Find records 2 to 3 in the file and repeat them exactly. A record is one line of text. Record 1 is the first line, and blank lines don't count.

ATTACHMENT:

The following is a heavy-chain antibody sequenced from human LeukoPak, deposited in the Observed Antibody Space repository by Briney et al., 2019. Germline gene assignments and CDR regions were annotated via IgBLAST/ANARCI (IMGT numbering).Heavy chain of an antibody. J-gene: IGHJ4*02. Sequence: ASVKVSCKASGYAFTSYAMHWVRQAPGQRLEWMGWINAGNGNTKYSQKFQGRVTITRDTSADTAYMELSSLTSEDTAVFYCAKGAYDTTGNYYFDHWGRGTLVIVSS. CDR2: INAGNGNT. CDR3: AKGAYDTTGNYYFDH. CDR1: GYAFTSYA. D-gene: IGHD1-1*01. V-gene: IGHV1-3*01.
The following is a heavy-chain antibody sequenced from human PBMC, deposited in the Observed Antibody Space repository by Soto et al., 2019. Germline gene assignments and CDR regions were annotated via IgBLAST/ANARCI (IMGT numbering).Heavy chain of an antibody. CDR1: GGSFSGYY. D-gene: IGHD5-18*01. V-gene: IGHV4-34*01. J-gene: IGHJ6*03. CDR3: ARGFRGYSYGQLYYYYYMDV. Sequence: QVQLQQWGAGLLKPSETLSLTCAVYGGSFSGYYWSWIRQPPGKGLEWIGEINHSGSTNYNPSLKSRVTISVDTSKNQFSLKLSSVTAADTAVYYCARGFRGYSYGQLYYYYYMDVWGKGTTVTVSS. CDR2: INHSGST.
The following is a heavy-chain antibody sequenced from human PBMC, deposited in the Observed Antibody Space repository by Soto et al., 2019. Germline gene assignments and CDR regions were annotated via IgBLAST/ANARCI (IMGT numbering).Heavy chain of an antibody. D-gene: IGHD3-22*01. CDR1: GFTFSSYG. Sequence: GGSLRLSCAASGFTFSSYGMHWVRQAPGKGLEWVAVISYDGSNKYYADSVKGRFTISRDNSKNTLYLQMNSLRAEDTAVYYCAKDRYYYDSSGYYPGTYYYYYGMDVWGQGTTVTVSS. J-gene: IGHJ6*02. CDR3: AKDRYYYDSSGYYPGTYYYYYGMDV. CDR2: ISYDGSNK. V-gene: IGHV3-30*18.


The following is a heavy-chain antibody sequenced from human PBMC, deposited in the Observed Antibody Space repository by Soto et al., 2019. Germline gene assignments and CDR regions were annotated via IgBLAST/ANARCI (IMGT numbering).Heavy chain of an antibody. CDR1: GGSFSGYY. D-gene: IGHD5-18*01. V-gene: IGHV4-34*01. J-gene: IGHJ6*03. CDR3: ARGFRGYSYGQLYYYYYMDV. Sequence: QVQLQQWGAGLLKPSETLSLTCAVYGGSFSGYYWSWIRQPPGKGLEWIGEINHSGSTNYNPSLKSRVTISVDTSKNQFSLKLSSVTAADTAVYYCARGFRGYSYGQLYYYYYMDVWGKGTTVTVSS. CDR2: INHSGST.
The following is a heavy-chain antibody sequenced from human PBMC, deposited in the Observed Antibody Space repository by Soto et al., 2019. Germline gene assignments and CDR regions were annotated via IgBLAST/ANARCI (IMGT numbering).Heavy chain of an antibody. D-gene: IGHD3-22*01. CDR1: GFTFSSYG. Sequence: GGSLRLSCAASGFTFSSYGMHWVRQAPGKGLEWVAVISYDGSNKYYADSVKGRFTISRDNSKNTLYLQMNSLRAEDTAVYYCAKDRYYYDSSGYYPGTYYYYYGMDVWGQGTTVTVSS. J-gene: IGHJ6*02. CDR3: AKDRYYYDSSGYYPGTYYYYYGMDV. CDR2: ISYDGSNK. V-gene: IGHV3-30*18.